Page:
Back in the ’90s I worked on a DEC Alpha system creating a complex costing screen that needed to run a large number of queries for the user pricing a job, usually on the phone to a customer. It was almost unusable until we completed the Oracle 7 upgrade. Together with a colleague, we identified a way to persuade Forms 3 to make use of the V7 Shared Pool. Costing screen times came down from an unusable 40 seconds, to 1 second because the 100MHz (I think) processor no longer had to re-parse a whole bunch of SQL with every execution.
In the mid-noughties, while working for a telecoms bidding provider, I was asked to design a means for an Oracle 9i system on Sun 440/880 systems to be able to price tens of thousands of calls an hour. The simplified pricing scheme would be a bit like Virgin mobile with 15p a minute for the first 15 minutes, then 5p a minute thereafter. Except it was an infinitely flexible scheme, with infinite tariff tiers possible.
I worked out that the overhead of extracting call data and processing it in an external program or munging up various pricing details into PL/SQL tables was likely to outweigh any benefit, and the best chance of success lay with a structured, but very complex SQL statement. It ran to about two A4 pages, divided up into UNIONs of local and long-distance components with sub-queries to specify holiday rates, tariff tiers, and prioritise those tiers so only one applied to each call (used analytic SQL I seem to remember.)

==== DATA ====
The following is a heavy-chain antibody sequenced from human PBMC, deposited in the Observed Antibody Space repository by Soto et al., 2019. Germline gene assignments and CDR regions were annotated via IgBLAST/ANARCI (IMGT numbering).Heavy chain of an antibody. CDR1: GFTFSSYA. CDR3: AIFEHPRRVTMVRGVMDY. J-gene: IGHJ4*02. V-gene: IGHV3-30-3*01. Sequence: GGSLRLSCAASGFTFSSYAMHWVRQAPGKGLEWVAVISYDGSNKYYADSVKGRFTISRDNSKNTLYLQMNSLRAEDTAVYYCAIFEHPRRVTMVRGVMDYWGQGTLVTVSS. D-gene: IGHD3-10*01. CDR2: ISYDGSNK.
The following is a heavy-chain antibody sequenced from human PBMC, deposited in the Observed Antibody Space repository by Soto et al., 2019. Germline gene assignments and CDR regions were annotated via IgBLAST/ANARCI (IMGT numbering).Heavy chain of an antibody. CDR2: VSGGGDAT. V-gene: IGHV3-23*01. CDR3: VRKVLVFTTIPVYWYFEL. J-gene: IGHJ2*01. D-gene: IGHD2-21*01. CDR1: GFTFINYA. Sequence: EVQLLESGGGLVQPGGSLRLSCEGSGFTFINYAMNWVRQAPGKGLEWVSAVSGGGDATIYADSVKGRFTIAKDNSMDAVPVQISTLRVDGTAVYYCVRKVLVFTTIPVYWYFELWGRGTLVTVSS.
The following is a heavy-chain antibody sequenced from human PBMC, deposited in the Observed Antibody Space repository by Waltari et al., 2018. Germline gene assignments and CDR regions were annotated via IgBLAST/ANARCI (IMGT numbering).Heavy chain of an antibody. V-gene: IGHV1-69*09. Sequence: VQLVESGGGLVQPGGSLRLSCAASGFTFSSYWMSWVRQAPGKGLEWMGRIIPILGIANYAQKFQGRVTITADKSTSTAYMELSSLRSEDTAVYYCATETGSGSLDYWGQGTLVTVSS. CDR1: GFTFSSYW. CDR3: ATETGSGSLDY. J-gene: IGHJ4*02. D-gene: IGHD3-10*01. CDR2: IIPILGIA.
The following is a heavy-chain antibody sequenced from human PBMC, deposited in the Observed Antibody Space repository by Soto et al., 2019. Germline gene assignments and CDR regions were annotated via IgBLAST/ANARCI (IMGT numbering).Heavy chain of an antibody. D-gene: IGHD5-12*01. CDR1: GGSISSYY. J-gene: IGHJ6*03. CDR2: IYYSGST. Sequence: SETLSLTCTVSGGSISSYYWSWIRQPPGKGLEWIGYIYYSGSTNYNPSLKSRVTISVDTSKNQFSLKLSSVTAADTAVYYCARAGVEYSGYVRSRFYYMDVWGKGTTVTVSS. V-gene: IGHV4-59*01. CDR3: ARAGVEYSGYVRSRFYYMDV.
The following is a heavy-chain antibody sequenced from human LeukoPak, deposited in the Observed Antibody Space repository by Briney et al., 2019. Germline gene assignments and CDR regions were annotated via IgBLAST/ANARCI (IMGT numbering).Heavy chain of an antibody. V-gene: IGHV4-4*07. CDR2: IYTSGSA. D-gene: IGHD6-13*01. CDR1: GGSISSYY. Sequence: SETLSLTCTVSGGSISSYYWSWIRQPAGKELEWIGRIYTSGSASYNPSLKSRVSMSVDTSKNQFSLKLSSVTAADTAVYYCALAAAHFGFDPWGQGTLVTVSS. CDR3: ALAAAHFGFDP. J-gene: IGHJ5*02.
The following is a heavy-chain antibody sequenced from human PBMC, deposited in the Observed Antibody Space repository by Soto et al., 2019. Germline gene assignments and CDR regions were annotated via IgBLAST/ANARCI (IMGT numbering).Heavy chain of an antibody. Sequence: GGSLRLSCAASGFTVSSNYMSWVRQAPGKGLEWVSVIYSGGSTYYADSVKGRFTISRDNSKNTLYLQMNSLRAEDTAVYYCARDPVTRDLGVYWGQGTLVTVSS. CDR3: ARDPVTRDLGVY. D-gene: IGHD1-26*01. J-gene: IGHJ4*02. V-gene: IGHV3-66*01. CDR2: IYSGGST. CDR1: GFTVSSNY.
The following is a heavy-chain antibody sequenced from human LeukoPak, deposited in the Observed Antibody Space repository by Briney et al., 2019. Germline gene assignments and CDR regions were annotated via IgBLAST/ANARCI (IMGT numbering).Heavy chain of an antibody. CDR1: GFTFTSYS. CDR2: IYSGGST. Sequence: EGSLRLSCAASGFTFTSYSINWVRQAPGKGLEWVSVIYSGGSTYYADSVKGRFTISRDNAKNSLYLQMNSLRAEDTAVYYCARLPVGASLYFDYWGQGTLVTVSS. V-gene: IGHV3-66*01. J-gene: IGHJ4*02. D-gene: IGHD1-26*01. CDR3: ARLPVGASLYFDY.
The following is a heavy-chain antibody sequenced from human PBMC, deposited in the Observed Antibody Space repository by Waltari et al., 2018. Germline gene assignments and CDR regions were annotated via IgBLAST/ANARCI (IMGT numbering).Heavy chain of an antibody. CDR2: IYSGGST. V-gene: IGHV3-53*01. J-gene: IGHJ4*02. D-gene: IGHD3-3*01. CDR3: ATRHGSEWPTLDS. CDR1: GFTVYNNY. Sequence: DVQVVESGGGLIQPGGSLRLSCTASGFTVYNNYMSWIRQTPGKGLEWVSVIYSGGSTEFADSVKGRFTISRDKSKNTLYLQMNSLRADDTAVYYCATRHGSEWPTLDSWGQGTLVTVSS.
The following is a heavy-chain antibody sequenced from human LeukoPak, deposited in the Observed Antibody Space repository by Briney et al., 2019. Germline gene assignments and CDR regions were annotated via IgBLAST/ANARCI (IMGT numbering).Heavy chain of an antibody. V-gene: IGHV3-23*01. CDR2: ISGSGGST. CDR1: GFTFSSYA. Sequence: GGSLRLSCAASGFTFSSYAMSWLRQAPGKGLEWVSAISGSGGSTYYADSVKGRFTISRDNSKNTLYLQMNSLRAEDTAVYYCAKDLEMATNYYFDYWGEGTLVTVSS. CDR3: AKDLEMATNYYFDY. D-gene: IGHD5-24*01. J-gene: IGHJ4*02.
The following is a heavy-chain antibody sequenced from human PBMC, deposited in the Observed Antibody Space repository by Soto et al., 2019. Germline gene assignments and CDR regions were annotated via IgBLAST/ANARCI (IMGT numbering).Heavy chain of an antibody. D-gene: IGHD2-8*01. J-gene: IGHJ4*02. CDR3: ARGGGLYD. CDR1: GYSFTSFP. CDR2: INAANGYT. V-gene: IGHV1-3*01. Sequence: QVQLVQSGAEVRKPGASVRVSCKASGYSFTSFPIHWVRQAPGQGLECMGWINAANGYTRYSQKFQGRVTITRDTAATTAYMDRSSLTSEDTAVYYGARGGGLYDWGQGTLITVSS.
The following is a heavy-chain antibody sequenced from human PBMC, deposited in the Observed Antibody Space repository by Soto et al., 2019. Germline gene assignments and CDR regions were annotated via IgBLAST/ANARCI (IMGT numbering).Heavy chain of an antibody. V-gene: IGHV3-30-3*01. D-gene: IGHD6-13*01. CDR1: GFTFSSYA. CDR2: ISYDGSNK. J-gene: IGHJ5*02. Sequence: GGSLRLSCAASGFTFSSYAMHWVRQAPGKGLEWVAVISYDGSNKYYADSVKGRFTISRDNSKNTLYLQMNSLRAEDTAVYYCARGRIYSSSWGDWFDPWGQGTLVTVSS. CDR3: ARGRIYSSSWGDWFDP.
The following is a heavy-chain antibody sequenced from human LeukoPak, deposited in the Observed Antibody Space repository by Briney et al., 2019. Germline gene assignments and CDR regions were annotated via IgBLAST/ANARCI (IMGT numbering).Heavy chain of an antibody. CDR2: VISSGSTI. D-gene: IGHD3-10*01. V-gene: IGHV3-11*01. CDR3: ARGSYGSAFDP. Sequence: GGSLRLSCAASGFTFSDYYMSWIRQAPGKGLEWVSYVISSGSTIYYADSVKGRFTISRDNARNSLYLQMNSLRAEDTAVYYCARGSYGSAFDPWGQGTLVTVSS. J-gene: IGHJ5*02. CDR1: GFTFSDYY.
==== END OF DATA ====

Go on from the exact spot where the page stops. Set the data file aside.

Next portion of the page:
Then there was the “SELECT SYSDATE FROM dual” used so much in the application that it was using one core of the 12 CPU Sun 10K system in use by the customer. I found a way to replace it with a function called once per user per day, supplying the date from a PL/SQL global for all other subsequent calls.
With Intel processors passing 2.5GHz, IBM double that, lots of CPU cores and approaching terabytes of server memory, who cares any more? Developers can get away with Cartesian products in joins – if you’re a new developer reading this, don’t take that on board, as well as poor performance, Cartesians will usually produce wrong results – so why bother spending hours writing correct SQL?
Nope, with increasing data volumes – terabytes instead of gigabytes – writing queries the optimiser can deal with efficiently is still as important as ever. Processor speeds and system memory may have gone up a factor of 25 from the 1990’s but data volumes have gone up more, as has the number and complexity of SQL statements.
R = S + W applies as much today as it ever did. Developers can still kill a system’s performance if possibly now in subtler ways more difficult to find.
The answer’s probably the same as it’s ever been, get your SQL experts to write SQL, and give the front-end developers an API to call, as advocated by Bryn Llewellyn amongst others.